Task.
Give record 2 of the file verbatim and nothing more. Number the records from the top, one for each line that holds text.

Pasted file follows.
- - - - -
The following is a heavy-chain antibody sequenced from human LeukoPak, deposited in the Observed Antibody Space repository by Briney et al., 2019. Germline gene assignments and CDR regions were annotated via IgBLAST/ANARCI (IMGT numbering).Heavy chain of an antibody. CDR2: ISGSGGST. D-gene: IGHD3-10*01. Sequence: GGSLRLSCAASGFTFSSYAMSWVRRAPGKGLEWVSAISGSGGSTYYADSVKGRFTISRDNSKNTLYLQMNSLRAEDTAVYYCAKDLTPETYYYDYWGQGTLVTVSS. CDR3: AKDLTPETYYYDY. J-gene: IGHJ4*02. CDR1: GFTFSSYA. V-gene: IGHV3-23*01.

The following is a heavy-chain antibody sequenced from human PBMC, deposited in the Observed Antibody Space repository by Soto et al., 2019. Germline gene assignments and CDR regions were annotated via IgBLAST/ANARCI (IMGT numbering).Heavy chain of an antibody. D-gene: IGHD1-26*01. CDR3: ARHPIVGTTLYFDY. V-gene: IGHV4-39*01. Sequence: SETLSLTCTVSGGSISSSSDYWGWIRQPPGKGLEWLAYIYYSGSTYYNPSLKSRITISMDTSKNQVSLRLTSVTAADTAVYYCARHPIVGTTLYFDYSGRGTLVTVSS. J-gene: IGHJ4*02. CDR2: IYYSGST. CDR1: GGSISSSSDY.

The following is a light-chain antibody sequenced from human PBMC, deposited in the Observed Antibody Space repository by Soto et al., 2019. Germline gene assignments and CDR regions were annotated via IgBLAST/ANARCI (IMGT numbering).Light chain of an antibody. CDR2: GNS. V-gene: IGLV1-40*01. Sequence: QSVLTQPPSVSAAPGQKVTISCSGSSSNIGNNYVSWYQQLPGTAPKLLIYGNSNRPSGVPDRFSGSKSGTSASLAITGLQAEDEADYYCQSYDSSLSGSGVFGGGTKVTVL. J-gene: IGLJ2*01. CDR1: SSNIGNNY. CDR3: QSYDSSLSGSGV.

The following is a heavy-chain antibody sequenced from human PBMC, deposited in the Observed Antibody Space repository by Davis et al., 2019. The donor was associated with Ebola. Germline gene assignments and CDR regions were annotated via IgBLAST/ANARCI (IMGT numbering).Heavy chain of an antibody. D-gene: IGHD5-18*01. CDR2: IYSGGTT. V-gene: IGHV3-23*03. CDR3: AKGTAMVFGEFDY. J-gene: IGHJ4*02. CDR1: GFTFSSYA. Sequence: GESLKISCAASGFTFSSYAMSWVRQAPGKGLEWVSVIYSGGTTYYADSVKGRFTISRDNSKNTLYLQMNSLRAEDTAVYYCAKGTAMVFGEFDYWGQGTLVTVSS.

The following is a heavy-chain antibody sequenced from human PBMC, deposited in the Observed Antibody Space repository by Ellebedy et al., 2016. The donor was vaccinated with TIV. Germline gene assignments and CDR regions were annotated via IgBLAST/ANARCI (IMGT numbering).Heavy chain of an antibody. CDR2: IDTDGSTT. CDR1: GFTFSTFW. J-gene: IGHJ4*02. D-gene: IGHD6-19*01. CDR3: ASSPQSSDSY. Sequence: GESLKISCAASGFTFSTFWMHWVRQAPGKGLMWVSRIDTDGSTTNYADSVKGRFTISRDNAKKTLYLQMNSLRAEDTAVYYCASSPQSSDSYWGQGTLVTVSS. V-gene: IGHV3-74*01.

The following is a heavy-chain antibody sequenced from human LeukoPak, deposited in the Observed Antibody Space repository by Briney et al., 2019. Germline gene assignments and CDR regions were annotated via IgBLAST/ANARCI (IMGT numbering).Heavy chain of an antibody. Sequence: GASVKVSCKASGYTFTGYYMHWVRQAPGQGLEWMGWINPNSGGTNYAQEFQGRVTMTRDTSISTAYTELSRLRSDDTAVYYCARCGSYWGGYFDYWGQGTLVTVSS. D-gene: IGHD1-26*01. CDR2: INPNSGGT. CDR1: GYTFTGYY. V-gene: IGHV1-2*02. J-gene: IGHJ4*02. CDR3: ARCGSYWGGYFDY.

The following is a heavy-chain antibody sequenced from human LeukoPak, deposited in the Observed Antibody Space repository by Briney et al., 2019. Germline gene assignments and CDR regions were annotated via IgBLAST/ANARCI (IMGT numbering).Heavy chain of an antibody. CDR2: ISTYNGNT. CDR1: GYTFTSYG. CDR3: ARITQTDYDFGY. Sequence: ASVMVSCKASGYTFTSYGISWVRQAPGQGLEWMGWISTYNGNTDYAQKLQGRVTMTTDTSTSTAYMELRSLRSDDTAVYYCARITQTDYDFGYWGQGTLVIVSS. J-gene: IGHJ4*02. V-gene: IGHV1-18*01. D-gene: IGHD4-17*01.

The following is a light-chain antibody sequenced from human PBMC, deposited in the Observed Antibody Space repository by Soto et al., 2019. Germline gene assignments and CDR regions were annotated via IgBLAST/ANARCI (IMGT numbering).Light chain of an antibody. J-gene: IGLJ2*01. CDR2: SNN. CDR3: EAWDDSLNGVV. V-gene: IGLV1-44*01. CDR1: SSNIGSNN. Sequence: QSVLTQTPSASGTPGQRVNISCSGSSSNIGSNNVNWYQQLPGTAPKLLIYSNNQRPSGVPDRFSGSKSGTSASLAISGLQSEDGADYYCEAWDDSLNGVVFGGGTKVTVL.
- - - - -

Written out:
The following is a heavy-chain antibody sequenced from human PBMC, deposited in the Observed Antibody Space repository by Soto et al., 2019. Germline gene assignments and CDR regions were annotated via IgBLAST/ANARCI (IMGT numbering).Heavy chain of an antibody. D-gene: IGHD1-26*01. CDR3: ARHPIVGTTLYFDY. V-gene: IGHV4-39*01. Sequence: SETLSLTCTVSGGSISSSSDYWGWIRQPPGKGLEWLAYIYYSGSTYYNPSLKSRITISMDTSKNQVSLRLTSVTAADTAVYYCARHPIVGTTLYFDYSGRGTLVTVSS. J-gene: IGHJ4*02. CDR2: IYYSGST. CDR1: GGSISSSSDY.